Climate Scientist Calls IPCC Dysfunctional, Deserving to Be Shut Down
Has the weather around the climate change advocates become too cloudy, no one can see a foot ahead? Well, at least, one climate scientist so believes.
Climatologist Dr. Judith Curry, a professor and chair of the School of Earth and Atmospheric Sciences at the Georgia Institute of Technology, says that the United Nation's climate bureaucracy has become so dysfunctional, it's better off shut down for good.
In a blog announcement, Curry called for the Intergovernmental Panel on Climate Change to be shut down with all due haste as governments and scientists have invested too much time, money and credibility for the institution to be anything but a hindrance to scientific progress.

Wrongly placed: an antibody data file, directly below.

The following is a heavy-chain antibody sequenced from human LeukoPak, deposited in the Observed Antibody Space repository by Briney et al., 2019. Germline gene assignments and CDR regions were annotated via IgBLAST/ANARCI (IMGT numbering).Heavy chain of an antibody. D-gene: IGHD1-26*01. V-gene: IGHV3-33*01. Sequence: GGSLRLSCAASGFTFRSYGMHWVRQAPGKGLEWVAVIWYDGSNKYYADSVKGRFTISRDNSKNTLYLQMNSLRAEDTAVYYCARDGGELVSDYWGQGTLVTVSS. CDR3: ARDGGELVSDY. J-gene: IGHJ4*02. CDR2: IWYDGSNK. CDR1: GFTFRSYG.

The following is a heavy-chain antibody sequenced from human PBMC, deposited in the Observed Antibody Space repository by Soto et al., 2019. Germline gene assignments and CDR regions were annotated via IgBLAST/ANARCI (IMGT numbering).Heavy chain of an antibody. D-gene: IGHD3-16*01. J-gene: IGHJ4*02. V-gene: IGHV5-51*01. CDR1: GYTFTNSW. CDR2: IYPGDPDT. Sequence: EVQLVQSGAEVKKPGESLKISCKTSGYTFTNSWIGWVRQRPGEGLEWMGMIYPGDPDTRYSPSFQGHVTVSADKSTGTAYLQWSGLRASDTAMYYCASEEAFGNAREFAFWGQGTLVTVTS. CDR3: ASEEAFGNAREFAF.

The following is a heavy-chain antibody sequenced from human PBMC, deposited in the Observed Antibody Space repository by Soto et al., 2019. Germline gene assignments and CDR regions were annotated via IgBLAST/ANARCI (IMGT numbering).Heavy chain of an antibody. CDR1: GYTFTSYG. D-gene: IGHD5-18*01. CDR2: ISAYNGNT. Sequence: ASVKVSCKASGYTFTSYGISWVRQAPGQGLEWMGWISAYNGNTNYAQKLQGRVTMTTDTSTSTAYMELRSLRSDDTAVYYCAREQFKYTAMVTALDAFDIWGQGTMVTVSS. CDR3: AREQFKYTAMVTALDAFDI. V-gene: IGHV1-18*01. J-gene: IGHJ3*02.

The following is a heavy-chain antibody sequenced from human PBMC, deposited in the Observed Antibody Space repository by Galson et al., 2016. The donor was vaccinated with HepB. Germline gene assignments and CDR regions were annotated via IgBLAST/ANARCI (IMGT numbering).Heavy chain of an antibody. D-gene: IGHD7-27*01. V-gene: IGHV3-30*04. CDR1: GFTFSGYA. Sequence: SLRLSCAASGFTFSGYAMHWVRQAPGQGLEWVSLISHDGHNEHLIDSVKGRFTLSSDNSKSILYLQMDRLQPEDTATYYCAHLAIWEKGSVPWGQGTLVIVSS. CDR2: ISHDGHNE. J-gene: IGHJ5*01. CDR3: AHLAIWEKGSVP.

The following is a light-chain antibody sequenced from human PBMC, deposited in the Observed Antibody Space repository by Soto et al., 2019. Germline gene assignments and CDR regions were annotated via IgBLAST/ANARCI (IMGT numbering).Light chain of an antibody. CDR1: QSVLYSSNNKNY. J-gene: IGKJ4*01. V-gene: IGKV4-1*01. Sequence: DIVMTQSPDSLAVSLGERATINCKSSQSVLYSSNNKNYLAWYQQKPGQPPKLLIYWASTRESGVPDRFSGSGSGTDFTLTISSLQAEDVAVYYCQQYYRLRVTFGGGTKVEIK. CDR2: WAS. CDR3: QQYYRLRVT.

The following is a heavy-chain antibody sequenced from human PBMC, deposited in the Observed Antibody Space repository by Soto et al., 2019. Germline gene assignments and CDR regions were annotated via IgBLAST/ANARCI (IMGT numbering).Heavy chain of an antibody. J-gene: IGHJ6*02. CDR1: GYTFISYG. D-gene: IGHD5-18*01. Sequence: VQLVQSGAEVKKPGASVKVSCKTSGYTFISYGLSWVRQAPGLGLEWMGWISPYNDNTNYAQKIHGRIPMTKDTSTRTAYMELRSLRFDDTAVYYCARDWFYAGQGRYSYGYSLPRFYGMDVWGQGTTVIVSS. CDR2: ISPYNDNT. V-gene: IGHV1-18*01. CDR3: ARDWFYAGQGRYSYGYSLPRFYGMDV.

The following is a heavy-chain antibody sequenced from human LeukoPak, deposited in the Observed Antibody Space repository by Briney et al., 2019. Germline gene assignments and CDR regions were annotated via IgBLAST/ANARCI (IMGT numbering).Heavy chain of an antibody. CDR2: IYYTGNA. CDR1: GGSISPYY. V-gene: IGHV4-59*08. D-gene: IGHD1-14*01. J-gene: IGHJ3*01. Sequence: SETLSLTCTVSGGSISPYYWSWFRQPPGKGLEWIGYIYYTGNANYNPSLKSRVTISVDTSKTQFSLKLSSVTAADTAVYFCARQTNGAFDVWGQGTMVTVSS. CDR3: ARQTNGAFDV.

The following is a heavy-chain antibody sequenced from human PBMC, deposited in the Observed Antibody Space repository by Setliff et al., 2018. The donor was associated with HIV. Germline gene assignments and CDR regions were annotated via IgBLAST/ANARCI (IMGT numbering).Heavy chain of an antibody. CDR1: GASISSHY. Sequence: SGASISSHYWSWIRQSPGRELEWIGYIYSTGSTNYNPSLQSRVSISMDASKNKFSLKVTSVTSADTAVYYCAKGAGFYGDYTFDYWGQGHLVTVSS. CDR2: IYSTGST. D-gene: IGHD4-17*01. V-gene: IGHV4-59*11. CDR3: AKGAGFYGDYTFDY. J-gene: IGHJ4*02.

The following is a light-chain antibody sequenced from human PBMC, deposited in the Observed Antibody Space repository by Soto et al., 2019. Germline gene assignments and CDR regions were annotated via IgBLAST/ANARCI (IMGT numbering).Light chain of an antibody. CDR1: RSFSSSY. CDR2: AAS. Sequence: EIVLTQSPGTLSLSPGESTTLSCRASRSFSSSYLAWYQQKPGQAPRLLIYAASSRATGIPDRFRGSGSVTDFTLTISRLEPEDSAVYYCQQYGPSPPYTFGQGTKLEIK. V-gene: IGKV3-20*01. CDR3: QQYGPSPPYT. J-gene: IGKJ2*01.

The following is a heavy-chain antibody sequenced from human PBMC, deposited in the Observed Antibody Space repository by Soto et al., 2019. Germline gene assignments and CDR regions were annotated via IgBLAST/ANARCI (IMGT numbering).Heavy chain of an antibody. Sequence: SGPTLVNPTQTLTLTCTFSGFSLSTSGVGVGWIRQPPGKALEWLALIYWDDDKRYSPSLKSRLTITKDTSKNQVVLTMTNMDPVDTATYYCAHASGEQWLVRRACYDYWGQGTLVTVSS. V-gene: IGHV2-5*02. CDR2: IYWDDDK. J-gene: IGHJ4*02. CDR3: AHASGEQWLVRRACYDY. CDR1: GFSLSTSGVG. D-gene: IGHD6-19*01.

"The IPCC needs to get out of the way so that scientists and policy makers can better do their jobs," Curry writes in her blog. "We need to put down the IPCC as soon as possible."
"After several decades and expenditures in the bazillions, the IPCC still has not provided a convincing argument for how much warming in the 20th century has been caused by humans," Curry added. "The politically charged rhetoric has contaminated academic climate research and the institutions that support climate research, so that individuals and institutions have become advocates; scientists with a perspective that is not consistent with the consensus are at best marginalized ... or at worst ostracized by labels of 'denier' or 'heretic.'"
According to Curry, alarmists during the 1990s have oversimplified the global warming issue.
"[The alarmists] said that there was only one answer to the problem - radically reducing greenhouse gas emissions," Curry noted. "The vast amount of scientific and political capital invested in the IPCC has become self-reinforcing, so it is not clear how [to] move past this paralysis as long as the IPCC remains in existence."
The science and the policies behind global warming aren't making much progress. Australia and Germany have been forced to reconsider their greenhouse gas reduction efforts in the face of intense political opposition.